|There's a new company joining the ranks of boutique system builders with customization options that could turn the head of even the most die-hard DIY-er. The paint is scarcely dry on the Origin logo—the business opened on November 17th—but the corporation's three founders each spent a decade at Alienware prior to founding Origin. Their collective expertise is already evident; Origin offers unique customization options that set a new bar for what constitutes a "customizable" system. In this preview, we'll examine both the nascent company and the design of the review system it sent for evaluation; hard numbers will follow.
If You Can Buy It, They Can Build It
Origin offers all of the typical custom options you'd expect from an enthusiast-oriented manufacturer, but then takes the design process a step further. Potential customers are invited to select their own chassis if they don't like Origin's options, or alternately have the option of shipping their own chassis directly to the company. The system's exterior can be customized in a similar manner—in addition to the metallic and solid-color finishes available, would-be artists can submit their own visual themes or designs.
Origin has partnered with Killer Paint for its custom airbrush work, which should ensure top-notch quality. Customers who submit their own artistic work also receive 3D renderings of how the design will look and can tweak the design
An example of Killer Paint's work.
accordingly. Even the system logo is customizable; the company informed us that customers have the option of stamping their notebook or desktop with whatever name or design suits their fancy.
The company's internal component options are bog standard and run the gamut of price points and manufacturers, save for motherboards. Here, options are limited and almost entirely EVGA-centric—Core i7 buyers can choose between the EVGA X58 SLI Classified and the EVGA SLI Micro. Both Core i5 and AMD users are stuck with single-board options; the Core i5 is partnered with the EVGA P55 FTW, while AMD users are limited to the Asus M4A79T Deluxe. Hopefully we'll see more options in 2010—Origin, after all, is just six weeks old.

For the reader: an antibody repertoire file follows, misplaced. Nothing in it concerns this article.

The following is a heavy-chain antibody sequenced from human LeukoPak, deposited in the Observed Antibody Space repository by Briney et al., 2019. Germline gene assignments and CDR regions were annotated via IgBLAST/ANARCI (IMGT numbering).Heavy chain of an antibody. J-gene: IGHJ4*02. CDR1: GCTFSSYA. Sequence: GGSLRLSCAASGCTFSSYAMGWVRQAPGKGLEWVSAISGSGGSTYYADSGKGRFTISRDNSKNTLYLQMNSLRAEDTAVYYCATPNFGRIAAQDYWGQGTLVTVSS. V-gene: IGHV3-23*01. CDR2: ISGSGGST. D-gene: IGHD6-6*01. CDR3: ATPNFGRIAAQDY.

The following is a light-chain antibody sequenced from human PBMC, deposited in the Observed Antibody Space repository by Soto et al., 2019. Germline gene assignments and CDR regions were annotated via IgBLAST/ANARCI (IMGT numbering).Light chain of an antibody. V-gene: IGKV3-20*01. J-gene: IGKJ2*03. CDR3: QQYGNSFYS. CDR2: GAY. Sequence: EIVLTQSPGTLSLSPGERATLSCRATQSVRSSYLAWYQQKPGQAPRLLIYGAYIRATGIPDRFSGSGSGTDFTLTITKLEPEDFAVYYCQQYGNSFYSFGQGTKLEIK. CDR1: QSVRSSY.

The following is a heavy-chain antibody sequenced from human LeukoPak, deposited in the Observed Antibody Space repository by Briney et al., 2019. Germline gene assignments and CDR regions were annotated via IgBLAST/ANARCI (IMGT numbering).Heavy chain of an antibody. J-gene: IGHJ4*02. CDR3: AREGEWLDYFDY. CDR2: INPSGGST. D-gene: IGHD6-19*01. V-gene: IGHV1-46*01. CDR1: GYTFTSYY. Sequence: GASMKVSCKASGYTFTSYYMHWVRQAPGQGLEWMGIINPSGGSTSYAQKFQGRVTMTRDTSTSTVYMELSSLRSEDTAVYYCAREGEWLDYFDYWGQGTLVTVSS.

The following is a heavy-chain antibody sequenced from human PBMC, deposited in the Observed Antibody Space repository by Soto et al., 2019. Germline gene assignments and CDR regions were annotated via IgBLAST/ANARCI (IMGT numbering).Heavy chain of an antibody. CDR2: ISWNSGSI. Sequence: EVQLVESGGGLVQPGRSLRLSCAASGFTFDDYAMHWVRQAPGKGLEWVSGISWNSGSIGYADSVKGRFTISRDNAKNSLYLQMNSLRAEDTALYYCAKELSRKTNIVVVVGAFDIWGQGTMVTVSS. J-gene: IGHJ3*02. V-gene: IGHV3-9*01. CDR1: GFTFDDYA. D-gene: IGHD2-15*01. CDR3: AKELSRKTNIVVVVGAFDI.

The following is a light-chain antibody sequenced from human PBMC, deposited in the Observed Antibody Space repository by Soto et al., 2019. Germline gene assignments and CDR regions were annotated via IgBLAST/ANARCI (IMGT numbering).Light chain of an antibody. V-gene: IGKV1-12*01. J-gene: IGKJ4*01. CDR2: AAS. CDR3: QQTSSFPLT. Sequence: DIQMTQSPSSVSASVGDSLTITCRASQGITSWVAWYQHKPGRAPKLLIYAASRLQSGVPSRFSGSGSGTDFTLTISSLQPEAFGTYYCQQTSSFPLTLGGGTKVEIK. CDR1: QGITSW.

When we talked to Origin about its configuration options, the company assured us that it'll build with any hardware from any vendor the customer desires.
Origin's approach to warranty service is summed up neatly in the image below (stolen from their website):
High-end OEMs tend to offer better default warranty terms than Dell or HP might on your next $299 desktop purchase. Origin is no exception here, but the company also includes a few unique perks that we've not seen elsewhere. First, every system the company builds is assigned to a particular representative whose job it is to handle any issues that arise with your particular system. Said representatives are also located in the US, which reduces the chance that you'll be stuck with "Frank," who sounds as though he's speaking at 45 RPM.
Aren't you glad you bought the two-year warranty?
The company's terms and conditions for product service and replacement are fairly standard but Origin includes lifetime free labor in even the basic warranty bundle. The company's definition of what situations qualify for free labor is also broader than one might expect. Customers who want to upgrade their systems but are leery of digging around in the case always have the option of shipping the system (along with parts they've already purchased) to Origin for free hardware installation.